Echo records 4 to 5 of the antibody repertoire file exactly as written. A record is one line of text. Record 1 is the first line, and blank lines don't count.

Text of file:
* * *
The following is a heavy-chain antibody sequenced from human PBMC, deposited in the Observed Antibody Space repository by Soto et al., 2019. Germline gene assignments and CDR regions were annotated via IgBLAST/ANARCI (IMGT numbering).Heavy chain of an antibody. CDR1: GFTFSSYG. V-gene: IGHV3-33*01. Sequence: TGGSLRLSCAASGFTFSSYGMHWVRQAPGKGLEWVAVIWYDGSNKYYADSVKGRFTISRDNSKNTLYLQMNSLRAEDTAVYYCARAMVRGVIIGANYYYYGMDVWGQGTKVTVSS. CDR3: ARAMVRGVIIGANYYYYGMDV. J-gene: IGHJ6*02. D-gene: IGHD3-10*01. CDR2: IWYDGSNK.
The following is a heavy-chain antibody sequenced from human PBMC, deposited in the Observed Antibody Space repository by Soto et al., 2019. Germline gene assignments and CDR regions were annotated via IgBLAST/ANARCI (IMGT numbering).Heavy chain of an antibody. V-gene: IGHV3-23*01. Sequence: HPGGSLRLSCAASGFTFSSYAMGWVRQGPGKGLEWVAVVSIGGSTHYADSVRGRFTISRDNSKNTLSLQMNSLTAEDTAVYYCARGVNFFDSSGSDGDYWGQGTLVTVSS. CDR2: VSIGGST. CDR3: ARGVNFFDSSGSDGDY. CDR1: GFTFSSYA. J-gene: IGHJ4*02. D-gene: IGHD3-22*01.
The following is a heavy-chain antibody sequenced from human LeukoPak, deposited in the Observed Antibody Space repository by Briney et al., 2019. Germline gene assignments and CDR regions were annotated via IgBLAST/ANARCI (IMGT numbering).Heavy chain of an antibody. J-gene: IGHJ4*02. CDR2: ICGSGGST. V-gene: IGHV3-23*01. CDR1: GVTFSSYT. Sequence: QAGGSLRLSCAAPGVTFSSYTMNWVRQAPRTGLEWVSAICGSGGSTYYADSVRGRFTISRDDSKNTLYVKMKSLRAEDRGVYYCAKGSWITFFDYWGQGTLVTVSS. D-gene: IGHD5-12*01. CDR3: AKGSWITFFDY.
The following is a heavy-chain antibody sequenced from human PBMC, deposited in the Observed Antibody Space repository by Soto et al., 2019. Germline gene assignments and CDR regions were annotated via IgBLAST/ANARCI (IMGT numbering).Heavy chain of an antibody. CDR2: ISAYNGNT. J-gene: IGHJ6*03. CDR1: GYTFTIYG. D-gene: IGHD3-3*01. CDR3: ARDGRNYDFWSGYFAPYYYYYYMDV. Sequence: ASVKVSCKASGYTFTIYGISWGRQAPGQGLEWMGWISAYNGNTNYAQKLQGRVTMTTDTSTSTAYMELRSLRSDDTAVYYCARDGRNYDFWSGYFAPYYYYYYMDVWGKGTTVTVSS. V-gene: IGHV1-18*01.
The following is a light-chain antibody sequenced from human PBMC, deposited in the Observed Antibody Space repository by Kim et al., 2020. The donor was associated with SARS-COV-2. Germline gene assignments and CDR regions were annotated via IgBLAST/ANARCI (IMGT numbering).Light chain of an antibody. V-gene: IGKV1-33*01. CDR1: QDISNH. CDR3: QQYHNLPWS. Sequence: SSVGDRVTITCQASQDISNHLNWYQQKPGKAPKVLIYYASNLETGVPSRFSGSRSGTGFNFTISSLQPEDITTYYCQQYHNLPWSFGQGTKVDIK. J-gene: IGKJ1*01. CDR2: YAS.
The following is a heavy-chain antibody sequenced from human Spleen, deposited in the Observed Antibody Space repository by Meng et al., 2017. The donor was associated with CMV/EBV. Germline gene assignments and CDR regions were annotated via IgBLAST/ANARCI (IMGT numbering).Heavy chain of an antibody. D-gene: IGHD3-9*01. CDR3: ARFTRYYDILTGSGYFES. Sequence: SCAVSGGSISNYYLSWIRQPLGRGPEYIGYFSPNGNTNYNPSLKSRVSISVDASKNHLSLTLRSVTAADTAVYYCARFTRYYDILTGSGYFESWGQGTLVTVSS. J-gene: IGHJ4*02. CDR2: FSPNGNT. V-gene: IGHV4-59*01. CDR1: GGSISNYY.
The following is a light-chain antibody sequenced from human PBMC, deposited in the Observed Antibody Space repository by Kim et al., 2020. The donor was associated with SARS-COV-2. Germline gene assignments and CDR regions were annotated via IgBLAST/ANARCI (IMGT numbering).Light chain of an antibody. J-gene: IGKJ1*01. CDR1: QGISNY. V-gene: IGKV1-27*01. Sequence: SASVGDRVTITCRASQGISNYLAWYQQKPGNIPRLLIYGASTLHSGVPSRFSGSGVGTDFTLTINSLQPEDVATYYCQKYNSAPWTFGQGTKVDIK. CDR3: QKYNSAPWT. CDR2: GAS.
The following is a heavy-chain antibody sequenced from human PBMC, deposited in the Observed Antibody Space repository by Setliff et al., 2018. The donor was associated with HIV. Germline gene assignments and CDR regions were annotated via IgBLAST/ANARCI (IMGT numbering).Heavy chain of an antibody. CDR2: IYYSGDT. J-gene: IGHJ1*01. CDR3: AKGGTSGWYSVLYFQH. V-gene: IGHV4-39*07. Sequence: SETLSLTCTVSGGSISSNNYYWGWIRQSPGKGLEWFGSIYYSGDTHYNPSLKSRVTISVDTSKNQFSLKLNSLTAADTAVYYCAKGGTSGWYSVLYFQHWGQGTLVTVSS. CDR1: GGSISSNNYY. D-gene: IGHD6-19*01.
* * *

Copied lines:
The following is a heavy-chain antibody sequenced from human PBMC, deposited in the Observed Antibody Space repository by Soto et al., 2019. Germline gene assignments and CDR regions were annotated via IgBLAST/ANARCI (IMGT numbering).Heavy chain of an antibody. CDR2: ISAYNGNT. J-gene: IGHJ6*03. CDR1: GYTFTIYG. D-gene: IGHD3-3*01. CDR3: ARDGRNYDFWSGYFAPYYYYYYMDV. Sequence: ASVKVSCKASGYTFTIYGISWGRQAPGQGLEWMGWISAYNGNTNYAQKLQGRVTMTTDTSTSTAYMELRSLRSDDTAVYYCARDGRNYDFWSGYFAPYYYYYYMDVWGKGTTVTVSS. V-gene: IGHV1-18*01.
The following is a light-chain antibody sequenced from human PBMC, deposited in the Observed Antibody Space repository by Kim et al., 2020. The donor was associated with SARS-COV-2. Germline gene assignments and CDR regions were annotated via IgBLAST/ANARCI (IMGT numbering).Light chain of an antibody. V-gene: IGKV1-33*01. CDR1: QDISNH. CDR3: QQYHNLPWS. Sequence: SSVGDRVTITCQASQDISNHLNWYQQKPGKAPKVLIYYASNLETGVPSRFSGSRSGTGFNFTISSLQPEDITTYYCQQYHNLPWSFGQGTKVDIK. J-gene: IGKJ1*01. CDR2: YAS.